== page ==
Marsh described how NDC partnered with King County in the State of Washington to resuscitate a stalled medical office building construction project, the Ninth and Jefferson Building, for Harborview Medical Center in Seattle. With significant cost overruns, the project was too expensive for the government to finish. NDC created a non-profit corporation authorized to issue so-called 63-20 tax-exempt bonds to (named after an IRS ruling) to finance the project. As a private company, the nonprofit was free from government procurement and contracting restrictions. That, plus a reconfiguration of the design, helped to cut construction costs in half. Marsh cited a report from the King County Auditor’s Office which said the “restructured project was delivered at a substantial savings compared to [the] initial project estimate.”

    Water, water everywhere and not a drop of public debt
    Sugarman said United Water’s P3 agreement with the Bayonne Municipal Utilities Authority (BMUA), under which United Water will operate the city’s water and wastewater systems, will give residents “greater reliability and stability.” He described BMUA as “deeply leveraged beyond the underlying value of its assets,” and as a result had a “history of deferred investments” in its infrastructure.

    United Water and investment firm KKR entered into a 40-year partnership with BMUA. Under the terms of the agreement, KKR and United Water eliminated BMUA’s debt and committed to invest capital to modernize BMUA’s water, wastewater, storm water, and sewage systems. To satisfy citizen concerns, the agreement calls for Bayonne to maintain ownership of the system, and all BMUA employees were hired by the new entity. In addition, water rates will be set according to a formula.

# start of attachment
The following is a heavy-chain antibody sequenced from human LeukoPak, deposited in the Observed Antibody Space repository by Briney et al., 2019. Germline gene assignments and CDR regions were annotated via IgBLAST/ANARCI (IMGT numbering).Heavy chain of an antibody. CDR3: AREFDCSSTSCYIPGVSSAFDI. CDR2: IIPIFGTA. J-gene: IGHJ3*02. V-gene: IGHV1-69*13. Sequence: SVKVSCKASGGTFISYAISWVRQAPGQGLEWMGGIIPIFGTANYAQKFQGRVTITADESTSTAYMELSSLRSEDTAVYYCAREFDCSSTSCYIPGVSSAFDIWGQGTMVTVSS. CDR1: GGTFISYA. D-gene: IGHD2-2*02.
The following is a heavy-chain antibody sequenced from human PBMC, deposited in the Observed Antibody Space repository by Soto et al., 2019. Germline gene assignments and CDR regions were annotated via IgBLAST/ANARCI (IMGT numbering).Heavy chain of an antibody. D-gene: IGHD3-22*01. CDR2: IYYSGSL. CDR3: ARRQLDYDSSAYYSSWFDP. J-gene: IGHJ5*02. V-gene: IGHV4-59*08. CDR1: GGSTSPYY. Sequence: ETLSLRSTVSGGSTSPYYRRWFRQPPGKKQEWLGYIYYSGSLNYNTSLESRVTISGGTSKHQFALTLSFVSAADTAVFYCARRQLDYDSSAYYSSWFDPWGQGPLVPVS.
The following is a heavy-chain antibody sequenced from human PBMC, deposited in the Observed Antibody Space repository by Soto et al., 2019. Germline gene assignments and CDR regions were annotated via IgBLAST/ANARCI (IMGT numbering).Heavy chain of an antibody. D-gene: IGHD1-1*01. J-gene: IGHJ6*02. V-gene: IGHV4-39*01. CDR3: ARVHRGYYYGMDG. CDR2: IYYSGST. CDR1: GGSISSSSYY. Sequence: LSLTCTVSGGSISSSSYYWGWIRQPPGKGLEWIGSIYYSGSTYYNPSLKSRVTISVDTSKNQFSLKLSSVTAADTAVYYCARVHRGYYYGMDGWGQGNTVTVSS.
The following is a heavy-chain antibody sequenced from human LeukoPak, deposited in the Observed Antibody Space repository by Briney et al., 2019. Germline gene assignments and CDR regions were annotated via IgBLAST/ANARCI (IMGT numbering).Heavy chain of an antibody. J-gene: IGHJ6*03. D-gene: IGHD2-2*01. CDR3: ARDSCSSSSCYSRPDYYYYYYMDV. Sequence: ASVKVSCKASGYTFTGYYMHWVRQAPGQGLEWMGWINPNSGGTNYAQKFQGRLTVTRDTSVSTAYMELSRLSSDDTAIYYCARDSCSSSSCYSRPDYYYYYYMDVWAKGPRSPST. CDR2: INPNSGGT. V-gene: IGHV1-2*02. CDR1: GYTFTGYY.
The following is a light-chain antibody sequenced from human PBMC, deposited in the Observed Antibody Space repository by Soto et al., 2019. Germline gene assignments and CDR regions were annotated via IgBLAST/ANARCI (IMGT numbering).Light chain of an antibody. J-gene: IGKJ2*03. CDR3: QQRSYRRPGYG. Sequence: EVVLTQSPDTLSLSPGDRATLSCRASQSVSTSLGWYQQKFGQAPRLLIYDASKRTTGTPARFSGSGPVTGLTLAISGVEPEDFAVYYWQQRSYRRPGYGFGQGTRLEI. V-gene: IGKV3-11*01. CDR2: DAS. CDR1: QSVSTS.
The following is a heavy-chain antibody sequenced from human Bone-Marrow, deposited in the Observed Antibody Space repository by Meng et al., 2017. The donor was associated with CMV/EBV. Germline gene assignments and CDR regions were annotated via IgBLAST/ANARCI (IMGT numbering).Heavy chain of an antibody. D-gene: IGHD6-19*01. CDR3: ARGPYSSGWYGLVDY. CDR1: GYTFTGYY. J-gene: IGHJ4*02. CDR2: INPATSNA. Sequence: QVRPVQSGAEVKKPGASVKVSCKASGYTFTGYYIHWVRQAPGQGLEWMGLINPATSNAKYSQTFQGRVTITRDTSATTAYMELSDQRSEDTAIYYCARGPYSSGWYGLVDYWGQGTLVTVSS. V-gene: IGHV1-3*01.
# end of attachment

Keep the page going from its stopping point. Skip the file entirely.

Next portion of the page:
Government concerns
    Elliott of the Office of the NYS Comptroller noted that P3s have become increasingly important to supplement government investment, but warned there are risks. “Many P3 contracts have been renegotiated or refinanced due to private partner bankruptcy, costly design changes, dramatic declines in the number of users or public dissatisfaction,” he said. He noted that the comptroller has recommended reducing risk by establishing a legal framework for all P3 projects within New York State and creating a specialized state entity with P3 oversight, among other suggestions.

    The P3 panel, which followed an enthusiastic endorsement of P3 use in a keynote speech by Kathryn Wilde, CEO of The Partnership for New York City, opened the audience’s eyes to new possibilities for infrastructure development.

    “That was the purpose of Rethinking Westchester,” explained Marissa Brett, director of WCA’s BLUEPRINT for Westchester. “Our goal was to alert local officials that there are many options available to get what we need in this county, and that we all have to work together to reinvent Westchester’s economy and invest in its future.”

    For more information about the BLUEPRINT for Westchester, please contact Marissa Brett, Executive Director of Economic Development, Westchester County Association at 914.948.6444 or mbrett@westchester.org.